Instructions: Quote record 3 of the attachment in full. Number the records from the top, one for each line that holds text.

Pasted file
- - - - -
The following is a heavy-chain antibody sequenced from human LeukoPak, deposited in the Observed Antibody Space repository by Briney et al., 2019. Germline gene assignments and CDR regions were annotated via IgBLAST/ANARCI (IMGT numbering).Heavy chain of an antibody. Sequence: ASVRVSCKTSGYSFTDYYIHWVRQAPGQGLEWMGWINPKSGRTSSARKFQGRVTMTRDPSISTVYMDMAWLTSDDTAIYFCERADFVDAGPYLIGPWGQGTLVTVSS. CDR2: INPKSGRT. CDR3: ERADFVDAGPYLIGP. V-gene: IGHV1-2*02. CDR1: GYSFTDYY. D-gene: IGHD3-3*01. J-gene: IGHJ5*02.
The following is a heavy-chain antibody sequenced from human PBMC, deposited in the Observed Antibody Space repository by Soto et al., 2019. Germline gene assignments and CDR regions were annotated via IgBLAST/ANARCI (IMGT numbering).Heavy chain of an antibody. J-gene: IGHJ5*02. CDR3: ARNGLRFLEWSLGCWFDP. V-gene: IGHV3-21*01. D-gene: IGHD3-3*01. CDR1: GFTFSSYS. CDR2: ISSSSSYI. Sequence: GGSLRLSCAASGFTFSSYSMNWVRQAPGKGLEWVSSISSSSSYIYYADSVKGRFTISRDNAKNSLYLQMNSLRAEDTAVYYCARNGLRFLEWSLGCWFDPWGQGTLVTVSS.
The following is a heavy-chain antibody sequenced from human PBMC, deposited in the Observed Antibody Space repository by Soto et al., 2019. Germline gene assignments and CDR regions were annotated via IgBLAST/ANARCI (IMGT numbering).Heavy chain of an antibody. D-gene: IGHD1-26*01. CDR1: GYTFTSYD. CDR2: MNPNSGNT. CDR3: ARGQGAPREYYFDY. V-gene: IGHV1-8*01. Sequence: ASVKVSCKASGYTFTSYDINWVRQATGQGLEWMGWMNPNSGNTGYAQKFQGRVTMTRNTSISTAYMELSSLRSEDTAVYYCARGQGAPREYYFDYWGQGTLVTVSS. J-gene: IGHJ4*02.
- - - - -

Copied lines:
The following is a heavy-chain antibody sequenced from human PBMC, deposited in the Observed Antibody Space repository by Soto et al., 2019. Germline gene assignments and CDR regions were annotated via IgBLAST/ANARCI (IMGT numbering).Heavy chain of an antibody. D-gene: IGHD1-26*01. CDR1: GYTFTSYD. CDR2: MNPNSGNT. CDR3: ARGQGAPREYYFDY. V-gene: IGHV1-8*01. Sequence: ASVKVSCKASGYTFTSYDINWVRQATGQGLEWMGWMNPNSGNTGYAQKFQGRVTMTRNTSISTAYMELSSLRSEDTAVYYCARGQGAPREYYFDYWGQGTLVTVSS. J-gene: IGHJ4*02.